Prenatal Acetaminophen Use Linked to Poorer Early Language Development

Third-trimester use linked to poorer language outcomes among male children
Prenatal Acetaminophen Use Linked to Poorer Early Language Development
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Medically Reviewed By:
Mark Arredondo, M.D.

FRIDAY, Jan. 5, 2024 (HealthDay News) -- Prenatal acetaminophen use during pregnancy is associated with poorer early language development, especially among male offspring, according to a study published online Dec. 11 in Pediatric Research.

Megan L. Woodbury, Ph.D., from the Beckman Institute for Advanced Science and Technology at the University of Illinois at Urbana-Champaign, and colleagues examined the correlation between acetaminophen use in pregnancy and language development in the Illinois Kids Development Study, which enrolled 532 newborns between December 2013 and March 2020 with exposure data available. Six times during pregnancy, participants reported the number of times that they took acetaminophen.

The researchers observed an association of taking more acetaminophen during the second or third trimester with marginally smaller vocabularies and shorter utterance length (M3L) at 26.5 to 28.5 months. In male children, an association was seen for more acetaminophen use during the third trimester with increased odds of M3L scores ≤25th percentile. Lower Speech and Language Assessment Scale (SLAS) scores at 36 to 38 months were seen in association with more use during the second or third trimester. In male children, third-trimester use was specifically associated with lower SLAS scores.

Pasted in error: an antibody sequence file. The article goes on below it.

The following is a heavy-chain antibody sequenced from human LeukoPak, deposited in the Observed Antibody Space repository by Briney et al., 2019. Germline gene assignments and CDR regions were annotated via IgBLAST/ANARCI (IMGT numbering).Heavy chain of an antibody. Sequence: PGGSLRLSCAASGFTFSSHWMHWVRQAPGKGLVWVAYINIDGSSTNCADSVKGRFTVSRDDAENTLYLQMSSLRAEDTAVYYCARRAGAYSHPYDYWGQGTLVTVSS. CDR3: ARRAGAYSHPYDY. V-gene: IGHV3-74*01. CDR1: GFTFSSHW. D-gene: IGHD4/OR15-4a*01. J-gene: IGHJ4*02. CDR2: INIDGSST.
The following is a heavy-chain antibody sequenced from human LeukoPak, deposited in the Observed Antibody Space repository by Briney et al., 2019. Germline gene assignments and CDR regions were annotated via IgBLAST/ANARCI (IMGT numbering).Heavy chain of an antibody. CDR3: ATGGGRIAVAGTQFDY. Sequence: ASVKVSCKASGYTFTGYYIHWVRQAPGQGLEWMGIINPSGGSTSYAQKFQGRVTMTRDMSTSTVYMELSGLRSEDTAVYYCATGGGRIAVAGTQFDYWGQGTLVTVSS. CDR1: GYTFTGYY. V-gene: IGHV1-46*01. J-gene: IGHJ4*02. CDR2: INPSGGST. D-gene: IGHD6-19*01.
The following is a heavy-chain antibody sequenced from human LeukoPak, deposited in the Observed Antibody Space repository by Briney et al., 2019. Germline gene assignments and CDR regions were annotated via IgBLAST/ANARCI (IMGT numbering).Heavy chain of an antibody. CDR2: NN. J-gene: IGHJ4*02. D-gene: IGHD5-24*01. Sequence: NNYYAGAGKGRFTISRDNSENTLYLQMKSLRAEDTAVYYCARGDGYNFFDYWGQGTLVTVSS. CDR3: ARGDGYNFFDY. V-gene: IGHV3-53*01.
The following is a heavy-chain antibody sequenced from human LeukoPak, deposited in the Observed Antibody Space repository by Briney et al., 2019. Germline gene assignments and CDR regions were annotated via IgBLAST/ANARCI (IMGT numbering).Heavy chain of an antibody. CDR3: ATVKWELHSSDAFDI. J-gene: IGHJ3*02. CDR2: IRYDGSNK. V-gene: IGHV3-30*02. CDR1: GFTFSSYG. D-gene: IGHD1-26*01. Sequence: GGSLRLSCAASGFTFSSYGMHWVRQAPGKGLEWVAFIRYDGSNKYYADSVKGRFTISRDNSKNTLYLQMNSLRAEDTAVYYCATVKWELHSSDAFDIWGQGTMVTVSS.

"This study provides additional evidence that more acetaminophen use during pregnancy is related to poorer language development and highlights the need for further investigation of the potential mechanisms through which prenatal acetaminophen exposure may impact neurodevelopment," the authors write.

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